Kwame Nkrumah, Ghana's first African-born Prime Minister, was a famous Pan-African organizer whose radical vision and brave leadership helped the country achieve independence in 1957. Martin Luther King often looked to Nkrumah's leadership as an example of nonviolent activism, and Nkrumah's leadership served as an inspiration to him. The rise to power of Nkrumah in Ghana, on the other hand, hampered relations between the two leaders. Nkrumah expressed his displeasure with King's nonviolent ideas just days after his assassination.
On September 21, 1909, in the British colony of Nkroful on the Gold Coast, Nkrumah was born. Despite his upbringing in a tiny fishing hamlet, Nkrumah received his education in the United States. He graduated from Lincoln University with a Bachelor of Arts in 1939 and a Bachelor of Theology in 1942, and continued his study at the University of Pennsylvania, where he earned a Masters of Philosophy and a Masters of Education (1942, 1943). Nkrumah became more involved in the Pan-African movement, the African Students Association of America, and the West African Students' Union while in college. Nkrumah was a key figure in the planning of the Fifth Pan-Africanist Congress in 1945.
Nkrumah's activism drew the attention of Ghanaian politician J. B. Danquah, who hired him as the general secretary of the United Gold Coast Convention, a group working for the British colony's independence. However, Nkrumah formed his own political party, the Convention People's Party (CPP), in 1949, due to ideological differences between the two men. Through the peaceful tactic of "positive action," Nkrumah and the CPP sought self-government. Positive action used protest and strike tactics against colonial government, similar to King's nonviolent strategies.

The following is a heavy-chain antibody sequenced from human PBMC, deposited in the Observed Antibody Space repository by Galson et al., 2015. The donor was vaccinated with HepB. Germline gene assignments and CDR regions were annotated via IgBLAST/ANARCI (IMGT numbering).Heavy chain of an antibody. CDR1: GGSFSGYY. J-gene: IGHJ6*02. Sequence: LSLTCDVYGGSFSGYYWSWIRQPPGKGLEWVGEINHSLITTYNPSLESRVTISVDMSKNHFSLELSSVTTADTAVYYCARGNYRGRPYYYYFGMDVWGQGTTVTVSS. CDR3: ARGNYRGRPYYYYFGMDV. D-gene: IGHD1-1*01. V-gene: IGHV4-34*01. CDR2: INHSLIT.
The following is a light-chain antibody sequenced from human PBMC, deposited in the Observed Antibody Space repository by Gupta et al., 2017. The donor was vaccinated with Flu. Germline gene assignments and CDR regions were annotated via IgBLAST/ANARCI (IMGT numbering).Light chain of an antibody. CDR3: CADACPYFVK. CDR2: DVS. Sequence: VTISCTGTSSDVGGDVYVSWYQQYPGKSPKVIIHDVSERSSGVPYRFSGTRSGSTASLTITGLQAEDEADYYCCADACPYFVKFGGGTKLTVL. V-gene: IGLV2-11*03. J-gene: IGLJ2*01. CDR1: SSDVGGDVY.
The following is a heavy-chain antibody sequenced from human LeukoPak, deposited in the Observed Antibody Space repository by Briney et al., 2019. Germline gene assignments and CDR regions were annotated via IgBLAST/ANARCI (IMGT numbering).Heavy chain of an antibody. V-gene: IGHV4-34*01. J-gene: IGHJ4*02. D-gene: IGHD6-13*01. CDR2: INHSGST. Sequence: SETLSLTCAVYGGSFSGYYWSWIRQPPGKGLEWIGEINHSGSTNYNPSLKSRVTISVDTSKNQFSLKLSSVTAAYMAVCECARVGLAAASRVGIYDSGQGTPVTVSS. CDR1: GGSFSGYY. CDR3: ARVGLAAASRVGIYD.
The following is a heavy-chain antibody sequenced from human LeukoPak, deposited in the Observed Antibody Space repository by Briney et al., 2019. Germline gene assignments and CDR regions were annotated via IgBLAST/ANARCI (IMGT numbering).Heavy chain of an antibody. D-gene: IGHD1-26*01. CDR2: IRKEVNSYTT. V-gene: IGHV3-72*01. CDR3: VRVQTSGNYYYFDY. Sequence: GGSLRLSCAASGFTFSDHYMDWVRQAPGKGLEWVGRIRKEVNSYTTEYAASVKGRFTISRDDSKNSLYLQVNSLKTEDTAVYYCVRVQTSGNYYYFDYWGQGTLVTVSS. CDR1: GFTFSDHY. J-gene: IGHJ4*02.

Nkrumah and the CPP won a commanding majority of votes in Ghana's first general elections in 1951, and on March 22, 1952, Nkrumah became the Gold Coast's first prime minister. It would be another five years before the Gold Coast achieved full independence and became the self-governing nation of Ghana.
On Nkrumah's invitation, Martin and Coretta king attended Ghana's independence ceremony on March 6, 1957. Nkrumah's leadership captivated King, and he saw parallels between Ghanaian independence and the American civil rights fight.
The Kings had a private supper with Nkrumah in Ghana, where they discussed nonviolence and Nkrumah's perceptions of the United States. Following his return to the United States, King delivered a series of speeches and sermons in which he described Nkrumah's lessons and the Ghanaian fight. “‘Our sympathies are with America and its allies,” King said in a speech on April 24, referring to a letter from Nkrumah and his finance minister. But, through the United Nations and other diplomatic channels, we will make it obvious that beautiful words and large handouts cannot replace the simple obligation of treating our colored brothers in America as first-class human beings.' So, if we want to be a first-class nation, we must do the following:
King lauded Nkrumah’s leadership through nonviolent positive action. Both men were inspired by the life and teachings of Gandhi. In a sermon entitled “The Birth of a New Nation,” King said of Ghana’s newfound independence, “It reminds us of the fact that a nation or a people can break loose from oppression without violence”.
As early as 1962 Prime Minister Nkrumah faced the challenges of nation building in the legacy of colonialism. Mounting economic troubles led to increased discontentment with Nkrumah, and Ashanti nationalism further threatened his presidency. King struggled to understand the growing criticism of Nkrumah’s leadership, stating: “I’m sure President Nkrumah has made some mistakes. On the other hand I think we would have to see the problems that he has confronted. It is not an easy thing to lift a nation from a tribal tradition into a [democracy] first without having problems” (King, 19 July 1962). In 1966 Nkrumah was removed from power in a coup led by the Ghanaian military and police forces.
In response to King’s assassination in 1968, Nkrumah wrote: “Even though I don’t agree with [King] on some of his non-violence views, I mourn for him. The final solution of all this will come when Africa is politically united. Yesterday it was Malcolm X . Today Luther King. Tomorrow, fire all over the United States” (Nkrumah, 231). Nkrumah died of cancer in April 1972 while in exile in Conakry, Guinea.
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